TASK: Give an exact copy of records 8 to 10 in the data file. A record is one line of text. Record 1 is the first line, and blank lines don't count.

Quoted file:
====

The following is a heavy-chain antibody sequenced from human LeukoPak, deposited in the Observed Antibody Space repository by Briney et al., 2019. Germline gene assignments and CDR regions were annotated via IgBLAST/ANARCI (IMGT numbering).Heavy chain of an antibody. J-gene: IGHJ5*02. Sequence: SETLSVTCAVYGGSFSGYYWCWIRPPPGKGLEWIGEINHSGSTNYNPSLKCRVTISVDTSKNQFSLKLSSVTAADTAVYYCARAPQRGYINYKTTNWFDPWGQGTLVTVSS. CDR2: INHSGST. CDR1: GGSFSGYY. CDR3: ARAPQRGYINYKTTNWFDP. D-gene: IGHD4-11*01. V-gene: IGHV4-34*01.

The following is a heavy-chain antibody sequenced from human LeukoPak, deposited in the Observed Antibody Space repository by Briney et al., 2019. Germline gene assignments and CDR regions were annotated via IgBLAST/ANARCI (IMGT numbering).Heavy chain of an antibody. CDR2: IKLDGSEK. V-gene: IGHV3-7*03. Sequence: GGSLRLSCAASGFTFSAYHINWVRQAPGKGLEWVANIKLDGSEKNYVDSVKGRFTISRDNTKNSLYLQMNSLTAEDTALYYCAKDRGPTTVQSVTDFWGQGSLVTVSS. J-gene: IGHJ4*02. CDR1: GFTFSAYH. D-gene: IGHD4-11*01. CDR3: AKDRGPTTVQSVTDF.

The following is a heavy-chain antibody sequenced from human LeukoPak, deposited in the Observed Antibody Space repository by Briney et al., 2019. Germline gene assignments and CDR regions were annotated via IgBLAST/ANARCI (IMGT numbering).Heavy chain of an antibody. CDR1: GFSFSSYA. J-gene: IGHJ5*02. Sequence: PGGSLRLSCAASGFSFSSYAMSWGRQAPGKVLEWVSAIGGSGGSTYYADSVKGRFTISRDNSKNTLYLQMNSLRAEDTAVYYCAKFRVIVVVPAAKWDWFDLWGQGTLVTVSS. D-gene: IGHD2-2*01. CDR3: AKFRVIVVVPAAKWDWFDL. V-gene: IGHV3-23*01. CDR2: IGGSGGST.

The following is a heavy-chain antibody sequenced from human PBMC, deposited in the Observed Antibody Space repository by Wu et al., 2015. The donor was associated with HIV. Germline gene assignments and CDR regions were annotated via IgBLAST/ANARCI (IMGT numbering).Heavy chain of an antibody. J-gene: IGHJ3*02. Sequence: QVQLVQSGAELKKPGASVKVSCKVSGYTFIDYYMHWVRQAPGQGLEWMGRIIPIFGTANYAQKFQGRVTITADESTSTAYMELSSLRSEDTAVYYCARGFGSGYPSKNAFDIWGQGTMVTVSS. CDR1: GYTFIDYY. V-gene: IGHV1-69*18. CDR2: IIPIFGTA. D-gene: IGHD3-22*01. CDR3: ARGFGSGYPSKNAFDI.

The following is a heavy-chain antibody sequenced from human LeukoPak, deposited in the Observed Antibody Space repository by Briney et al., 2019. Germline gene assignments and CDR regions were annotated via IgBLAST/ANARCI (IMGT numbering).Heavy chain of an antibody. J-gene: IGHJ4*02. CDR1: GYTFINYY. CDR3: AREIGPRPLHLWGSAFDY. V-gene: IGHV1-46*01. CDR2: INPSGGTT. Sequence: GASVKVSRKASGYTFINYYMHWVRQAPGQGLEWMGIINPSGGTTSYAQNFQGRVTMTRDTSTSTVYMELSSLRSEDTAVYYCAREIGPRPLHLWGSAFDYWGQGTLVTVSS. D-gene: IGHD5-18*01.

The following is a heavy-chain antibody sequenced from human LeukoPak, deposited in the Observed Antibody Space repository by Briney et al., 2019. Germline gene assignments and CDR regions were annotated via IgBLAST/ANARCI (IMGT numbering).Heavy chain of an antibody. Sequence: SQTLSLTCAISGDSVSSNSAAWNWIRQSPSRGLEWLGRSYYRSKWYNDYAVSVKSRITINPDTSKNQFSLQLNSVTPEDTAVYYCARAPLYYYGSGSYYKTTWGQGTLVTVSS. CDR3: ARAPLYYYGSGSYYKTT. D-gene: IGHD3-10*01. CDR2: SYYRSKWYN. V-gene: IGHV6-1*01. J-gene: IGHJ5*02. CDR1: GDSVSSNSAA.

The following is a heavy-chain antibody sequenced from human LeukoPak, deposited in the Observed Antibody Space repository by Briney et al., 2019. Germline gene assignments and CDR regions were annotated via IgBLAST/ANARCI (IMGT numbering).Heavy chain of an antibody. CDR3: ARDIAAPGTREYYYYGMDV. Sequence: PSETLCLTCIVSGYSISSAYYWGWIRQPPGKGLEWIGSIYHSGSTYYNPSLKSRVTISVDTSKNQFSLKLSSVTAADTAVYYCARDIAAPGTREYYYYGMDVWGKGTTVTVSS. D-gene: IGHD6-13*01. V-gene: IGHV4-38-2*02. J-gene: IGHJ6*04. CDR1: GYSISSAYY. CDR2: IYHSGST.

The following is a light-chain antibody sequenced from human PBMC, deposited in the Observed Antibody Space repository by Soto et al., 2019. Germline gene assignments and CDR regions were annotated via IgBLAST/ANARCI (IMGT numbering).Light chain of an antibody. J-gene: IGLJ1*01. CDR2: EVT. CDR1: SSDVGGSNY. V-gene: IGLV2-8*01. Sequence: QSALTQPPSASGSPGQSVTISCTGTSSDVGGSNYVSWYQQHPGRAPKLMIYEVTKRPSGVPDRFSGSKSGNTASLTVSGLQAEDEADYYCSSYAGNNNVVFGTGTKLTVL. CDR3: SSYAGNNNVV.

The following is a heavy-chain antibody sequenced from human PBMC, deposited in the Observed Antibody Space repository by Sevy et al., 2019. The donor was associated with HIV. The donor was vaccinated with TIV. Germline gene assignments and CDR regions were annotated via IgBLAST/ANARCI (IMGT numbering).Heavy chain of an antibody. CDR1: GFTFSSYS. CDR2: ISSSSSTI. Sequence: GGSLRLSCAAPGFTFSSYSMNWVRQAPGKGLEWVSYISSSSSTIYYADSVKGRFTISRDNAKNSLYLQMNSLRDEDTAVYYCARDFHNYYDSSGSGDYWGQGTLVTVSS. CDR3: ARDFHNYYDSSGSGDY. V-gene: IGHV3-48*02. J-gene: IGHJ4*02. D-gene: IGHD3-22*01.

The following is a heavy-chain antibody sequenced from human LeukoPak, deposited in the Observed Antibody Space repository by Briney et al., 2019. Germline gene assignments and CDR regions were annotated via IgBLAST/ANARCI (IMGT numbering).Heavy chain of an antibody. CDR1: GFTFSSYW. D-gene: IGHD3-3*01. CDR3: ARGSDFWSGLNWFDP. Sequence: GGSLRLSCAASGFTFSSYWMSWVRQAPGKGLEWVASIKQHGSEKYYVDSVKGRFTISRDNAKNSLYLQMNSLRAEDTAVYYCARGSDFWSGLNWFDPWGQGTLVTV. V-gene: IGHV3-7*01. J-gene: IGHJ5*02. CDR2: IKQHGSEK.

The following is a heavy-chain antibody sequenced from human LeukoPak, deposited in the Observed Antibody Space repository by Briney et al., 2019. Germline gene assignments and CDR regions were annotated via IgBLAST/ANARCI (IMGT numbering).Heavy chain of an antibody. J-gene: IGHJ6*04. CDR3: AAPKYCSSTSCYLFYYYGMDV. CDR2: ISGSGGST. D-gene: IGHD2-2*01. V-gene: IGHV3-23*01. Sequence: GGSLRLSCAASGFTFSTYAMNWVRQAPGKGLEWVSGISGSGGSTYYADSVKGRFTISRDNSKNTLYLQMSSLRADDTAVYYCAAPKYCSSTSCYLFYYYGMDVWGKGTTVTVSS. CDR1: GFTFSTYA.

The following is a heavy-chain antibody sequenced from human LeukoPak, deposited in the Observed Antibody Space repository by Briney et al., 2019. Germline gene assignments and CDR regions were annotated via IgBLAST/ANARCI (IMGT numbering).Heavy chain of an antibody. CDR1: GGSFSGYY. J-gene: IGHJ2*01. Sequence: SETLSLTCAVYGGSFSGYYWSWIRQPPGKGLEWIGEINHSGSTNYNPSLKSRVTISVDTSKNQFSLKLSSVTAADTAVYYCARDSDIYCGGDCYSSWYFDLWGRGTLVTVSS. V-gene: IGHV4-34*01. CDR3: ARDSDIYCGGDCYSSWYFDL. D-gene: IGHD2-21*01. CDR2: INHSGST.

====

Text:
The following is a light-chain antibody sequenced from human PBMC, deposited in the Observed Antibody Space repository by Soto et al., 2019. Germline gene assignments and CDR regions were annotated via IgBLAST/ANARCI (IMGT numbering).Light chain of an antibody. J-gene: IGLJ1*01. CDR2: EVT. CDR1: SSDVGGSNY. V-gene: IGLV2-8*01. Sequence: QSALTQPPSASGSPGQSVTISCTGTSSDVGGSNYVSWYQQHPGRAPKLMIYEVTKRPSGVPDRFSGSKSGNTASLTVSGLQAEDEADYYCSSYAGNNNVVFGTGTKLTVL. CDR3: SSYAGNNNVV.

The following is a heavy-chain antibody sequenced from human PBMC, deposited in the Observed Antibody Space repository by Sevy et al., 2019. The donor was associated with HIV. The donor was vaccinated with TIV. Germline gene assignments and CDR regions were annotated via IgBLAST/ANARCI (IMGT numbering).Heavy chain of an antibody. CDR1: GFTFSSYS. CDR2: ISSSSSTI. Sequence: GGSLRLSCAAPGFTFSSYSMNWVRQAPGKGLEWVSYISSSSSTIYYADSVKGRFTISRDNAKNSLYLQMNSLRDEDTAVYYCARDFHNYYDSSGSGDYWGQGTLVTVSS. CDR3: ARDFHNYYDSSGSGDY. V-gene: IGHV3-48*02. J-gene: IGHJ4*02. D-gene: IGHD3-22*01.

The following is a heavy-chain antibody sequenced from human LeukoPak, deposited in the Observed Antibody Space repository by Briney et al., 2019. Germline gene assignments and CDR regions were annotated via IgBLAST/ANARCI (IMGT numbering).Heavy chain of an antibody. CDR1: GFTFSSYW. D-gene: IGHD3-3*01. CDR3: ARGSDFWSGLNWFDP. Sequence: GGSLRLSCAASGFTFSSYWMSWVRQAPGKGLEWVASIKQHGSEKYYVDSVKGRFTISRDNAKNSLYLQMNSLRAEDTAVYYCARGSDFWSGLNWFDPWGQGTLVTV. V-gene: IGHV3-7*01. J-gene: IGHJ5*02. CDR2: IKQHGSEK.